It will be rare to find someone who never heard “coaching” and yet it is one of the most overloaded terms today. Starting from sports coaching, tutoring or mentoring a junior professional, coaching bears a very diverse context. One common denominator though, it is about helping another person getting better at some skill.
In the professional world, coaching is becoming more common in recent years. And that is where it could use little more clarity.
According to the International Coach Federation(ICF), coaching is partnering with clients in a thought-provoking and creative process that inspires them to maximize their personal and professional potential. The basic premise is, the person being coached is whole, capable and resourceful. The coach’s job is to hold a safe space, empower them and to facilitate their process of finding their own answer.
The purpose of ICF coaching is not just to solve the current challenge at hand, it is also to help the client learn and grow in the process. One of my clients once said, “I had an issue I wanted to talk to you but then I realized I could use your approach and ask me those questions. I did and I got a solution!” He no longer needed me and that is the kind of success makes a coach’s work so meaningful. When this client (a software engineer) started with me six months ago, he was feeling low self-esteem, occasional panic attacks and was having challenges in his relationship. In his own words, only six months of coaching helped him overcome those quite significantly.
Not only in a professional life, coaching skills come handy in a very personal situation as well. One night when I came home late from work, my 14-year-old was having a challenge regarding her school. She was in tears as she was telling me about what happened in school. My mom instinct wanted to “fix” it the first thing in the morning. But unfortunately, that assurance didn’t pacify her. Despite feeling little puzzled, I realized I needed to “walk my talk”, it’s time to “be a coach”. I shifted to authentic listening while holding her whole, capable and resourceful. Within a minute or two she calmed down and came up with an idea to address the issue. Phew, coaching competency saved a school night drama!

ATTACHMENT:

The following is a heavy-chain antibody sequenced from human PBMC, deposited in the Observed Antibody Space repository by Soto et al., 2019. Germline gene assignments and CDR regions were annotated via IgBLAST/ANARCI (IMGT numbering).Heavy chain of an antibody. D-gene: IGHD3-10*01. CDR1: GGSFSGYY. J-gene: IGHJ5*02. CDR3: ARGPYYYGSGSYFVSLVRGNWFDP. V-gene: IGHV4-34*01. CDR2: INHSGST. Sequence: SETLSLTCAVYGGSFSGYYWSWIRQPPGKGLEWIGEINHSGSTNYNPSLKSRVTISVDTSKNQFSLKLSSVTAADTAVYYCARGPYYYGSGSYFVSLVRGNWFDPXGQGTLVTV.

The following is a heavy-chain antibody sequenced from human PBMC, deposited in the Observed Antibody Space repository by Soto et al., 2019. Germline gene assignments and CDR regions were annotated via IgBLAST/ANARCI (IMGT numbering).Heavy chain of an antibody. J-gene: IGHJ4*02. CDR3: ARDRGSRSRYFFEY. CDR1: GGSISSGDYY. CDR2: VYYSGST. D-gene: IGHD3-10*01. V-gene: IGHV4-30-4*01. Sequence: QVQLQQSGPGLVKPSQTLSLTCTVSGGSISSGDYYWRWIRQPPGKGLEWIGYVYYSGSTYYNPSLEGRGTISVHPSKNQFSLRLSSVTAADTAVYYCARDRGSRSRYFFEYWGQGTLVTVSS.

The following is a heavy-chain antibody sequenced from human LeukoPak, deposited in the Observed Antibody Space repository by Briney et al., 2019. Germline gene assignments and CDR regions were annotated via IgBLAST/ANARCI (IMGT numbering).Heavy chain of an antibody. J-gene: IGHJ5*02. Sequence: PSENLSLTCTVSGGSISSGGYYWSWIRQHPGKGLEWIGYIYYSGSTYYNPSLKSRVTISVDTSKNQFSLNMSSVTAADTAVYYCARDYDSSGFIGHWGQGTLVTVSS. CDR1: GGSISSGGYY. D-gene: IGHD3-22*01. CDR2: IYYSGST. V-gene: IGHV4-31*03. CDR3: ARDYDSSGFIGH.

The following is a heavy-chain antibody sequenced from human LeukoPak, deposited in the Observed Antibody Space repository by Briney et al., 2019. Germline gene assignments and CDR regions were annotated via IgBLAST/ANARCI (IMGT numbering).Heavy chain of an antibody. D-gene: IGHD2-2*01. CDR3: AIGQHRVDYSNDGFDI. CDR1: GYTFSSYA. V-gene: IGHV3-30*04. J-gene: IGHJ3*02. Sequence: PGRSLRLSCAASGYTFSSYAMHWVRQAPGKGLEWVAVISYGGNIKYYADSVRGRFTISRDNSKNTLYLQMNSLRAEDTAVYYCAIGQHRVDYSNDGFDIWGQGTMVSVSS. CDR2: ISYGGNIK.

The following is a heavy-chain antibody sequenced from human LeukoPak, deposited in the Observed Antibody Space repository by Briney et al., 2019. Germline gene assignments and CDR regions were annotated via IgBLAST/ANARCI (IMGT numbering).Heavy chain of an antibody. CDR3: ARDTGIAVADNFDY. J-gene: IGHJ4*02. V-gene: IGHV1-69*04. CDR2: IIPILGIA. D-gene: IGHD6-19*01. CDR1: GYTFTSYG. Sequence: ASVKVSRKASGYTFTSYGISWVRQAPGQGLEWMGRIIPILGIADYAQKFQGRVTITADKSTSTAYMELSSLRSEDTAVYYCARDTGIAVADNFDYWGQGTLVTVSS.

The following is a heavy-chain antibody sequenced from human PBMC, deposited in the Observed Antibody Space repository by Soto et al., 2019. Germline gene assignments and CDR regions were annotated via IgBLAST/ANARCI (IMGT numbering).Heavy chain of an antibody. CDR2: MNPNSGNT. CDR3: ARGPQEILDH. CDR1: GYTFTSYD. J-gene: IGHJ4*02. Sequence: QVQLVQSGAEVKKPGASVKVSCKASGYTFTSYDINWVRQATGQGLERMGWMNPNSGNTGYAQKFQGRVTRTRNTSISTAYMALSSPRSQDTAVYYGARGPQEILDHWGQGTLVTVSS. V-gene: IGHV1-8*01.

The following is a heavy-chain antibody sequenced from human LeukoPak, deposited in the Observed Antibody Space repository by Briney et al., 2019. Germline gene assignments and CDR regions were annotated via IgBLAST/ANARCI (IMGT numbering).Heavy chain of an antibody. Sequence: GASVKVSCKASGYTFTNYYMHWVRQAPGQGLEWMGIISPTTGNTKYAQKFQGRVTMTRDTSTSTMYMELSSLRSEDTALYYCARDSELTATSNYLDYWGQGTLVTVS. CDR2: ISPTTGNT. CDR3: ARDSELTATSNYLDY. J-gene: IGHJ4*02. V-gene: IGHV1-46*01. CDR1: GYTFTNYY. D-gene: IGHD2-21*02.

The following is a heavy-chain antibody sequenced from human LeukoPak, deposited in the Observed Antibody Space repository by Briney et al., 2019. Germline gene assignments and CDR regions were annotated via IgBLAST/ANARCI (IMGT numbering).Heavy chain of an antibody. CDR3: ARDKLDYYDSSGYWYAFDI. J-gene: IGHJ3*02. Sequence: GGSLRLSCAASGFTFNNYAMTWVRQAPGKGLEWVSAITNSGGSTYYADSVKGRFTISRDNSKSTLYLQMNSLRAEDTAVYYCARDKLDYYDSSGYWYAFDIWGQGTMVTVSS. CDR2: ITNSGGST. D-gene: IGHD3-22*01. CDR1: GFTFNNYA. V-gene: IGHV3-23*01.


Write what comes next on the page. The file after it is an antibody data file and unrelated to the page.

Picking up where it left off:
I myself have been working with coaches on and off for both personal and professional aspects of my life. Each and every one of those had a profound impact. Spring last year was a crucial turning point in my life and through coaching, I experienced how breakdown leads to a breakthrough.
In the corporate world, coaching has become a very positive tool for employee development. According to an ICF research, the vast majority of companies (86%) said they at least made their investment back. It has been proven to improve productivity and employee well-being across the board.
Here is what my clients said about the value of coaching
- Coaching helped me reshape my thought process and approach to managing people and issues on a daily basis. My coach has also shown me the value of dedicating time to focus on being intentional and including all supporting team members in the journey. This has allowed me to leverage the collective group when trying to achieve goals. (Engineering Manager at Boeing)
- Since I started coaching, I’ve had profound changes internally and externally: I was promoted; I gave up the role of manager which I found unfulfilling, and refocused on my role as a software engineer; I left my old team and found a new team where I feel my values and those of my management and peers are closely aligned; and I’ve become closer to my family and my loved ones.(Principal Software Engineer at Microsoft)
Getting curious? Find a coach near you through the ICF Coach Finder. Most of the coaches are happy to provide a sample session for you absolutely free of cost. Let the exploration begin!
Want To Be Great At Something, Hire A Coach (A Ted Talk by Dr. Atul Gawande) – “It’s not how good you are now; it’s how good you’re going to be that really matters,”
How Coaching Can Increase Employee Engagement (My case study article on ICF-HCI Publication) – In this non-linear, creative problem-solving world, employee engagement has to go beyond the mere survival instinct. It has to leverage the higher level inner drive the employees bring to the table. A coach approach seems to be a smart way to incorporate that.